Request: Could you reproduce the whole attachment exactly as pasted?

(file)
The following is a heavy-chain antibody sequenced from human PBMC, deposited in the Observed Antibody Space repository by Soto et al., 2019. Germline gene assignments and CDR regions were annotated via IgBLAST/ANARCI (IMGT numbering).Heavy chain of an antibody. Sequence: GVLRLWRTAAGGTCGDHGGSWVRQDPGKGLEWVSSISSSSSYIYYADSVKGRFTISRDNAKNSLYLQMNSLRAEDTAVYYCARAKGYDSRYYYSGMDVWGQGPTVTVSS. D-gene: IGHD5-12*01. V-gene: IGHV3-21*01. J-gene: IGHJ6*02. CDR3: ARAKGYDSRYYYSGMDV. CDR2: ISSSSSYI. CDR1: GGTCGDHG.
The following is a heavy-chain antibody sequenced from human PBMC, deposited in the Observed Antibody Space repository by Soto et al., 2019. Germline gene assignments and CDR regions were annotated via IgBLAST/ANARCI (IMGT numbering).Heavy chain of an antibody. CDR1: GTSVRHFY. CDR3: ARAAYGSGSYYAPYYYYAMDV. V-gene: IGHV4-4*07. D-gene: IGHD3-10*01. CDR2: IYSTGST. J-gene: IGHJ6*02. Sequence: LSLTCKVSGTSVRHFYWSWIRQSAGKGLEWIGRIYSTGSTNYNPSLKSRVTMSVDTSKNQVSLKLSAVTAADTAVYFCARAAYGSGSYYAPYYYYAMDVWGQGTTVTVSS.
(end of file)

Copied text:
The following is a heavy-chain antibody sequenced from human PBMC, deposited in the Observed Antibody Space repository by Soto et al., 2019. Germline gene assignments and CDR regions were annotated via IgBLAST/ANARCI (IMGT numbering).Heavy chain of an antibody. Sequence: GVLRLWRTAAGGTCGDHGGSWVRQDPGKGLEWVSSISSSSSYIYYADSVKGRFTISRDNAKNSLYLQMNSLRAEDTAVYYCARAKGYDSRYYYSGMDVWGQGPTVTVSS. D-gene: IGHD5-12*01. V-gene: IGHV3-21*01. J-gene: IGHJ6*02. CDR3: ARAKGYDSRYYYSGMDV. CDR2: ISSSSSYI. CDR1: GGTCGDHG.
The following is a heavy-chain antibody sequenced from human PBMC, deposited in the Observed Antibody Space repository by Soto et al., 2019. Germline gene assignments and CDR regions were annotated via IgBLAST/ANARCI (IMGT numbering).Heavy chain of an antibody. CDR1: GTSVRHFY. CDR3: ARAAYGSGSYYAPYYYYAMDV. V-gene: IGHV4-4*07. D-gene: IGHD3-10*01. CDR2: IYSTGST. J-gene: IGHJ6*02. Sequence: LSLTCKVSGTSVRHFYWSWIRQSAGKGLEWIGRIYSTGSTNYNPSLKSRVTMSVDTSKNQVSLKLSAVTAADTAVYFCARAAYGSGSYYAPYYYYAMDVWGQGTTVTVSS.